- Virginia Johnson
If you have a garden and a library, you have everything you need.
—Marcus Tullius Cicero
As life leaves its marks on us—physical, as well as emotional and spiritual—it might seem harder to set up a garden, but, if gardening gives you joy, it’s probably more important now than ever.
A garden works many aspects of the mind: imagination, planning, and doing—and sometimes doing again. It’s the doing part that can get harder when arthritis or other mobility problems kick in, making it difficult to kneel, reach, or pull. But the lure of the green is still there, like an empty canvas. Whether you grow food or flowers or houseplants, there are ways for you to adapt your plans and techniques so that gardening, while still a chore, is a more pleasant one.
Don’t be left out of this rite of spring. Whether you’ve got a balcony, a bay window, or a border in the yard, you can bring some more green into the world.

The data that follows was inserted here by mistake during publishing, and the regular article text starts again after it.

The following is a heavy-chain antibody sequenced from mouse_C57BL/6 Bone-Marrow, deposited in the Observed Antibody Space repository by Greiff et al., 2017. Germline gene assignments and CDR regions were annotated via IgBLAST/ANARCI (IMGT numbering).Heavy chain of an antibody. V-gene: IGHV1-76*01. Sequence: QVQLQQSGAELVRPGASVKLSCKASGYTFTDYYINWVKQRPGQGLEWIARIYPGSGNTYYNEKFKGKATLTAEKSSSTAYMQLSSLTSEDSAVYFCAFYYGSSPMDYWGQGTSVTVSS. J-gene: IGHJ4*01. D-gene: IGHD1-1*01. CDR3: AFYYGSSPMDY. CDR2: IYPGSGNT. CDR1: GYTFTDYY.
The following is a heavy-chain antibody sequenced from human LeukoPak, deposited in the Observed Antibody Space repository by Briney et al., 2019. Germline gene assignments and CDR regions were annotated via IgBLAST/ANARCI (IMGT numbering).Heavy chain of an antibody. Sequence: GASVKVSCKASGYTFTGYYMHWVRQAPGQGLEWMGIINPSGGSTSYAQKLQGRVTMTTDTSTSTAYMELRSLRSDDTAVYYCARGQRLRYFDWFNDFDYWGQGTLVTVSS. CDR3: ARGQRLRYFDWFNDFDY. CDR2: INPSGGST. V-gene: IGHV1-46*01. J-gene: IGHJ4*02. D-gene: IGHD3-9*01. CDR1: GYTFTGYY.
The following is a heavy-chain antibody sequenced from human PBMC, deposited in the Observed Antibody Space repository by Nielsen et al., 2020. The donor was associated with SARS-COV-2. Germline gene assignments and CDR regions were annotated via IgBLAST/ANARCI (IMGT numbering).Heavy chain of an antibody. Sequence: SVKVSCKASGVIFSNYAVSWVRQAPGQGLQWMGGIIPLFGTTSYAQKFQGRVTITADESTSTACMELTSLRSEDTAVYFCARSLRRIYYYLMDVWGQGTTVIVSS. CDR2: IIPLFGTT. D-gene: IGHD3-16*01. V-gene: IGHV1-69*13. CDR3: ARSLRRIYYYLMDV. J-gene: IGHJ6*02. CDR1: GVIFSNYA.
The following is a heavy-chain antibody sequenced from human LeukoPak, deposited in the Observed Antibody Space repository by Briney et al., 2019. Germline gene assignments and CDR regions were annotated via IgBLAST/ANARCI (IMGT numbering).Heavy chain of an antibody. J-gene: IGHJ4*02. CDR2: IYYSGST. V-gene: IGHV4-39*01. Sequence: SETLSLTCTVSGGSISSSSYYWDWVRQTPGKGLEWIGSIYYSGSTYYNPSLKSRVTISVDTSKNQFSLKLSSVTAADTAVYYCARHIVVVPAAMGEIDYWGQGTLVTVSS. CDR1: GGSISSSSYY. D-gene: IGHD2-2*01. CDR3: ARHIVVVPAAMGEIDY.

Check my list of books and Web resources on adaptive gardening, including gardens with therapeutic qualities, for fresh ideas for making this hobby easier and more healthful.
The video below shows some adaptive gardening equipment. If you would like more information on adaptive gardening, you can check with the local office of the state Cooperative Extension Agency near you.